The days of easy credit are drawing to a close now that the Big Five Canadian banks are feeling the pain of provisions and overly complacent mortgage loans made in the credit upcycle when credit was all too easy. The mortgage stress test put in place around two years ago certainly doesn’t bode well for continued appreciation in some of Canada’s frothiest housing markets like Vancouver or Toronto, localities which many pundits see as being in bubble territory.
But with stricter credit from the banks, “easier” alternative lenders like Equitable Group and Home Capital Group (TSX:HCG) are stepping up to the plate to meet the appetite for mortgage loans. Although both alternative lenders are known to take on subprime customers, tighter credit conditions by the big Canadian banks bode well for credit quality, since the higher bar for bank loans has caused somewhat creditworthy lenders to head to the alternative lenders down the street.
While many see the Canadian housing market as the second coming of the events that led to the 2007-08 U.S. financial disaster, it’s noteworthy that the circumstances on this side of the border are much different than in the U.S. before 2007. As such, the aftermath is unlikely to be the same. But as someone wise once said (believed to be Mark Twain): “History doesn’t repeat itself, but it often rhymes.”
In terms of easy credit, the situation may not be as bad, even with alternative lenders in the mix. But that’s not to say that the housing crash will not be as severe. I see the Vancouver and Toronto housing markets as the bubbliest markets that could send shockwaves across Canada.
The two Canadian cities are home to some of the most overvalued markets on the planet, but it’s not the inability of those with a mortgage to make their payments that’ll trigger a crash (the expiry of mortgage teaser rates won’t be the trigger as it was in 2007). Potentially escalating empty-home, foreign-buyer, and speculation taxes, among other stiff new taxes, could cause foreign speculators to sell their real estate and take their money to other markets.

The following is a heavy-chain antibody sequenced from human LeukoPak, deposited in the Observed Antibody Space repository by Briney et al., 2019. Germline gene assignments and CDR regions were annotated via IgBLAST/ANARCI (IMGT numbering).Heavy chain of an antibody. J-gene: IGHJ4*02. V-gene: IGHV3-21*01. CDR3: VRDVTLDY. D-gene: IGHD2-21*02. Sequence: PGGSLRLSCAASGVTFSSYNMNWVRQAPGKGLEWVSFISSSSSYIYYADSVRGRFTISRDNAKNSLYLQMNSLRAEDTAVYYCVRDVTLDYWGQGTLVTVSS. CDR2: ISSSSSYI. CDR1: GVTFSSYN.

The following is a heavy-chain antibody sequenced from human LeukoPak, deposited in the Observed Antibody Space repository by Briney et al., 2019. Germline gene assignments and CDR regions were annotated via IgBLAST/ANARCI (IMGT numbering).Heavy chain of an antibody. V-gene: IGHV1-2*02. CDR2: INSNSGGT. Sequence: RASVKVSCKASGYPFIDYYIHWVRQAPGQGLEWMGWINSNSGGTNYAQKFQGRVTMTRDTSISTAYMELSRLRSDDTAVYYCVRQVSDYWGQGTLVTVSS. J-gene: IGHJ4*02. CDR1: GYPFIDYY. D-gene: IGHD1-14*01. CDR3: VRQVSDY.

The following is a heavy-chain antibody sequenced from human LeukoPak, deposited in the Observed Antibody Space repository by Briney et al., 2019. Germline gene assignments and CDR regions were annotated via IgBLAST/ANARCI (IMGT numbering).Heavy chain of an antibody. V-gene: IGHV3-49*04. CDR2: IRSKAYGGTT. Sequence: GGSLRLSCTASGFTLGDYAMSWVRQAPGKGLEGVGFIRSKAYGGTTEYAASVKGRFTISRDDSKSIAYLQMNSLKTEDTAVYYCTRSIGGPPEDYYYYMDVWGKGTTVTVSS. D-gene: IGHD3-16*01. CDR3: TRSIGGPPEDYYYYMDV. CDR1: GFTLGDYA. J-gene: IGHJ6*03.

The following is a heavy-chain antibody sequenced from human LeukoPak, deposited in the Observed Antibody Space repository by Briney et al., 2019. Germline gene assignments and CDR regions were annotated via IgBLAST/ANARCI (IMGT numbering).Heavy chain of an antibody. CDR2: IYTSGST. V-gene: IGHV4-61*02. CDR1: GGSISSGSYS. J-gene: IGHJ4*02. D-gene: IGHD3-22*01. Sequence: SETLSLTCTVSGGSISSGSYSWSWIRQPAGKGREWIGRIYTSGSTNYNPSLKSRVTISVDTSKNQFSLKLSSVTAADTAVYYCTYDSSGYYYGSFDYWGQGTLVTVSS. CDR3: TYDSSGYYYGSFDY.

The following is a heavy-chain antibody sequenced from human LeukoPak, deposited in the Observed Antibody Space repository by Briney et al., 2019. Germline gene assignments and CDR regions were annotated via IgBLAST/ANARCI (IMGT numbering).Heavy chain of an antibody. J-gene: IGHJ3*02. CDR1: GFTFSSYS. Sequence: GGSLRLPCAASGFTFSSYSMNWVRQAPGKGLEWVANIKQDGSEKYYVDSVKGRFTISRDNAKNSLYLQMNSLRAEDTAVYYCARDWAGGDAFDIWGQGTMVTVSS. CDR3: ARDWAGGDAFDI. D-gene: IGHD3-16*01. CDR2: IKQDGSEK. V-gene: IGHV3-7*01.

Thus far, sales in such frothy markets have cooled off, but prices remain alarmingly high.
In time (perhaps in 2020), I see more pressure on regulators to pop the housing bubble itself before it has a chance to inflate further, as an entire generation has now been priced out of buying a home. If it means raising taxes to stop investors from viewing homes as mere investments for a portfolio, then so be it. Home affordability in select Canadian markets like Vancouver will remain a hot topic and only far lower prices will suffice, not just subtly slowing sales.
In any case, I wouldn’t touch the alternative lenders like Home Capital Group at this juncture, because we may hear the keys jingle as prices in select Canadian markets finally begin to fall substantially. And if that happens, Warren Buffett may not be around for a bailout like the last time Home Capital fell into a tailspin.
Stay hungry. Stay Foolish.